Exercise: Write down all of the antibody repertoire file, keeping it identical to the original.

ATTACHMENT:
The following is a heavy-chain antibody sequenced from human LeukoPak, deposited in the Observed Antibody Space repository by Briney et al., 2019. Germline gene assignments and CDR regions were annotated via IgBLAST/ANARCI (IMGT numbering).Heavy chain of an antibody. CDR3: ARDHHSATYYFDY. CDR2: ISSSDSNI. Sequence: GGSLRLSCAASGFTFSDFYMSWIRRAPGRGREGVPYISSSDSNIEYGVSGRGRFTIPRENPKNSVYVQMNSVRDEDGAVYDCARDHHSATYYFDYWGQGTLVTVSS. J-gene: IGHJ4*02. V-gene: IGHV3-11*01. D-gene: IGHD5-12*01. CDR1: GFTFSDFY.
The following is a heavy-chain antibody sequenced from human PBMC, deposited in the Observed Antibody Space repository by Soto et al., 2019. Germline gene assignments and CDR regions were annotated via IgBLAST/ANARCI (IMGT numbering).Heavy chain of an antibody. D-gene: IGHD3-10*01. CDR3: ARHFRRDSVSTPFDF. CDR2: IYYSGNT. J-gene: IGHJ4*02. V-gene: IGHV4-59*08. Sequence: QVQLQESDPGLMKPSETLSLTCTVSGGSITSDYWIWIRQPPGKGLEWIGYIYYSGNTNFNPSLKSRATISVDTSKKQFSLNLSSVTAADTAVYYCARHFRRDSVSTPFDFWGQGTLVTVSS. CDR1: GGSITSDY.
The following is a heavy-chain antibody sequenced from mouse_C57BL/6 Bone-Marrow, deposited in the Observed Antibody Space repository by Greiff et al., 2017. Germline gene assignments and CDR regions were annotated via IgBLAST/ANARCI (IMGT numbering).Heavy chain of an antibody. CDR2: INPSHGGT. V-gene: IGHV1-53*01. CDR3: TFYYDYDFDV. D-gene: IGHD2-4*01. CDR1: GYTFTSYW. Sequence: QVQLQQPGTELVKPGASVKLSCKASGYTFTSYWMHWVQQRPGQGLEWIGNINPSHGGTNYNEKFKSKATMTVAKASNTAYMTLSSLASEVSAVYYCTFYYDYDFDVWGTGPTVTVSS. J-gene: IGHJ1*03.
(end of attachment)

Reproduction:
The following is a heavy-chain antibody sequenced from human LeukoPak, deposited in the Observed Antibody Space repository by Briney et al., 2019. Germline gene assignments and CDR regions were annotated via IgBLAST/ANARCI (IMGT numbering).Heavy chain of an antibody. CDR3: ARDHHSATYYFDY. CDR2: ISSSDSNI. Sequence: GGSLRLSCAASGFTFSDFYMSWIRRAPGRGREGVPYISSSDSNIEYGVSGRGRFTIPRENPKNSVYVQMNSVRDEDGAVYDCARDHHSATYYFDYWGQGTLVTVSS. J-gene: IGHJ4*02. V-gene: IGHV3-11*01. D-gene: IGHD5-12*01. CDR1: GFTFSDFY.
The following is a heavy-chain antibody sequenced from human PBMC, deposited in the Observed Antibody Space repository by Soto et al., 2019. Germline gene assignments and CDR regions were annotated via IgBLAST/ANARCI (IMGT numbering).Heavy chain of an antibody. D-gene: IGHD3-10*01. CDR3: ARHFRRDSVSTPFDF. CDR2: IYYSGNT. J-gene: IGHJ4*02. V-gene: IGHV4-59*08. Sequence: QVQLQESDPGLMKPSETLSLTCTVSGGSITSDYWIWIRQPPGKGLEWIGYIYYSGNTNFNPSLKSRATISVDTSKKQFSLNLSSVTAADTAVYYCARHFRRDSVSTPFDFWGQGTLVTVSS. CDR1: GGSITSDY.
The following is a heavy-chain antibody sequenced from mouse_C57BL/6 Bone-Marrow, deposited in the Observed Antibody Space repository by Greiff et al., 2017. Germline gene assignments and CDR regions were annotated via IgBLAST/ANARCI (IMGT numbering).Heavy chain of an antibody. CDR2: INPSHGGT. V-gene: IGHV1-53*01. CDR3: TFYYDYDFDV. D-gene: IGHD2-4*01. CDR1: GYTFTSYW. Sequence: QVQLQQPGTELVKPGASVKLSCKASGYTFTSYWMHWVQQRPGQGLEWIGNINPSHGGTNYNEKFKSKATMTVAKASNTAYMTLSSLASEVSAVYYCTFYYDYDFDVWGTGPTVTVSS. J-gene: IGHJ1*03.